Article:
Water levels below the earth’s surface are at their lowest for 10 years in parts of the north-east, according to an environmental body.
The Scottish Environment Protection Agency (SEPA) made the claim in a report released this week about water scarcity levels.
SEPA is monitoring the water scarcity levels across the country on a weekly basis after the period of warm weather.
There are concerns over low groundwater levels – which is underground water held in the soil and rocks – with SEPA calling for firms which use water from rivers not to use any more than needed.
In its latest report SEPA also raises concerns over the rivers Deveron and Ythan, which are now being classed as “significant scarcity” – the worst category possible.
The reason given for the new classification was the drier river channels and higher water temperatures.
The report states: “There are no areas where normal public water supplies have been affected but there has been an increase in water usage levels.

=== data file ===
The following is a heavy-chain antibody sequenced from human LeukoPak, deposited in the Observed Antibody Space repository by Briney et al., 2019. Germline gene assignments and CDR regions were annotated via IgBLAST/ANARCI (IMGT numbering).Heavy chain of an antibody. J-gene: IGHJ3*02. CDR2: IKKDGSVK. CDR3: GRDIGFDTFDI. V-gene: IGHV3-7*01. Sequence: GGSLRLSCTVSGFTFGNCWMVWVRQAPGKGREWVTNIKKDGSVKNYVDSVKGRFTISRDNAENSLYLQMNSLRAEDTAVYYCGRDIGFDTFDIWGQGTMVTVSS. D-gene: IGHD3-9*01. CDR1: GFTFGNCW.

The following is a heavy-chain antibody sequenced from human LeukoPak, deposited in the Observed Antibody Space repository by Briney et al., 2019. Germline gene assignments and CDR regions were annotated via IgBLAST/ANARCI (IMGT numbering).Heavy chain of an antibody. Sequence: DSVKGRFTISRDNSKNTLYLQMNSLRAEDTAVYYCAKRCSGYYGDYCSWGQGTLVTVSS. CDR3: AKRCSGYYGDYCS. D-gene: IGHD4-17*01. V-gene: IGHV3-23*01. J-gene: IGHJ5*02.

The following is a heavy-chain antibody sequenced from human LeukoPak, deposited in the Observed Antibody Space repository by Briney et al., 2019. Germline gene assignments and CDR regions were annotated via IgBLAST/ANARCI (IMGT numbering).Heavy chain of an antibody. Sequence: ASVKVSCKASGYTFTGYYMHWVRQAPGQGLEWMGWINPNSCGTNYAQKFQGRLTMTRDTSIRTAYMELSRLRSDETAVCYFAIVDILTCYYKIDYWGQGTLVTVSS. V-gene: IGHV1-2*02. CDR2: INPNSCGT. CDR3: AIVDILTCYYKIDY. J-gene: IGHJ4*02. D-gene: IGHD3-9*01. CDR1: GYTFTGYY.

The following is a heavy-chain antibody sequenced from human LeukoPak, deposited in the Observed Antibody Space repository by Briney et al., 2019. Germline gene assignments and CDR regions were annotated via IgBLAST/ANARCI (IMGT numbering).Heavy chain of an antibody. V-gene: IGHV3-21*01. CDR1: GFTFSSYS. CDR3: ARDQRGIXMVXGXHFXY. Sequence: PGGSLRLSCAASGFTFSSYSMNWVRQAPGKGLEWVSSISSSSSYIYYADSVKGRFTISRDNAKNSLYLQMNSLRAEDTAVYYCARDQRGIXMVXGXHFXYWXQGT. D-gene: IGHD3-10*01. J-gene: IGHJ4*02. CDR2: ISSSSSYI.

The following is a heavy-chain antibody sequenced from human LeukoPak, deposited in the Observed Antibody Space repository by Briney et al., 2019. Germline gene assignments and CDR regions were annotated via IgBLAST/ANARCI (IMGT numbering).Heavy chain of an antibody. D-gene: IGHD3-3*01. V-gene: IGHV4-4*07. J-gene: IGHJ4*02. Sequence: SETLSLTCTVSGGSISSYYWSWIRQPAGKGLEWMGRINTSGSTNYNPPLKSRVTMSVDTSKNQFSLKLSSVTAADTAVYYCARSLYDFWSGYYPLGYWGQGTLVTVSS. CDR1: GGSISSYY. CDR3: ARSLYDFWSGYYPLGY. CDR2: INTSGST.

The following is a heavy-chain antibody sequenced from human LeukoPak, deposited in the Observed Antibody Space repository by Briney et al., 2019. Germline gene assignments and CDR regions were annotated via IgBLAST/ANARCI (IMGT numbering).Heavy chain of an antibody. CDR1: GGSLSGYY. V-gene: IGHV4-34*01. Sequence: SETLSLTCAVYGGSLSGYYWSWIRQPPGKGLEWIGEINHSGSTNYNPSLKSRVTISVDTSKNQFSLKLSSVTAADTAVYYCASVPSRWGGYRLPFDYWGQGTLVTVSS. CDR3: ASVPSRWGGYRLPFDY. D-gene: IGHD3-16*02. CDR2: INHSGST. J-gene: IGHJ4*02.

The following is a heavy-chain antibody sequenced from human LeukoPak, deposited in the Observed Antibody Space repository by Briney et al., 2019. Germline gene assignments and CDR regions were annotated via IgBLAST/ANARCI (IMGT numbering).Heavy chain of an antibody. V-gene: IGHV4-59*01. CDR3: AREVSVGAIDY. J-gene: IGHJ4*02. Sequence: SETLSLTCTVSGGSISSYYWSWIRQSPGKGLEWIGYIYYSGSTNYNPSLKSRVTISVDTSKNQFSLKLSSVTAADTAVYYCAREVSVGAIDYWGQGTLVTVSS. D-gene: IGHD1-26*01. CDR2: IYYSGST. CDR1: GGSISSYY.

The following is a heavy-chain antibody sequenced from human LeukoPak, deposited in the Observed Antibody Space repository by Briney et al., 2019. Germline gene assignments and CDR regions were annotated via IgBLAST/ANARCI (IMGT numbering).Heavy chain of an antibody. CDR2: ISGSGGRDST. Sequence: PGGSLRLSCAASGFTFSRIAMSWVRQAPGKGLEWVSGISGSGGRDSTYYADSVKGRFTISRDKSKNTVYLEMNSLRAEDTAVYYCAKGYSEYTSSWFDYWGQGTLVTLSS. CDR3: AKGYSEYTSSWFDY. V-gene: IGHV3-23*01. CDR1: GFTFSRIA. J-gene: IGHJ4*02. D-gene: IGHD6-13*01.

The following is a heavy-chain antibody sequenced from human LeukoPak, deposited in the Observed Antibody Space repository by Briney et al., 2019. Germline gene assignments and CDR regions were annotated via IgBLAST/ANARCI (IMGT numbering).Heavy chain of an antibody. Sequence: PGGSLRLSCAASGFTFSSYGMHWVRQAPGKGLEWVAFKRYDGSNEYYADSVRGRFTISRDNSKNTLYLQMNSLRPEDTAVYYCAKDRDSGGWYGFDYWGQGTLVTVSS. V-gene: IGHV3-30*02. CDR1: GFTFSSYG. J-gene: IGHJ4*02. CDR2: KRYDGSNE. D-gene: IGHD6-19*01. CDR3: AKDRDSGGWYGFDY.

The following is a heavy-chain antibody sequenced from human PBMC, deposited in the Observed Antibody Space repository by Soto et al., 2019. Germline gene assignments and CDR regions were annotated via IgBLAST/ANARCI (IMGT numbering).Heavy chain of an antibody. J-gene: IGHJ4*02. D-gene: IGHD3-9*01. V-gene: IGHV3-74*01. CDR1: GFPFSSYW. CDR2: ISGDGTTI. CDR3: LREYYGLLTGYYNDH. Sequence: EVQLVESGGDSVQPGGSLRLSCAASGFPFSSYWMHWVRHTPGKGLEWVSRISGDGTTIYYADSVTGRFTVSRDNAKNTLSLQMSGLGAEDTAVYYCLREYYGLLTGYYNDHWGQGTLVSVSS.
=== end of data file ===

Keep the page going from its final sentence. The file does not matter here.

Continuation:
“River levels are very low across the country, particularly across the north-east region.
“We are seeing evidence in the area of riverbeds becoming extensively exposed and where there is water it is very shallow and slow flowing.”
These conditions have also led to some high river water temperatures, all of which put stress on river plants, fish and other animals. Loch and reservoir storage has fallen again following a brief recharge.
“Groundwater levels have started to fall more quickly and in Aberdeenshire some levels are the lowest for at least the last 10 years. In parts of the Ythan and Don river basins the deficit has reached the “extremely dry” category and approaching the highest level on record – going back to 1978.”
Ellon and district councillor Isobel Davidson said: “We are having an amazing and enjoyable dry period but water levels are low so we all need to play our part in conserving water both at home and at work.
“Of particular concern are residents on private water supplies.
“They need to ensure their water supplies last as long as possible.”
For more information go to www.sepa.org.uk/water-scarcity.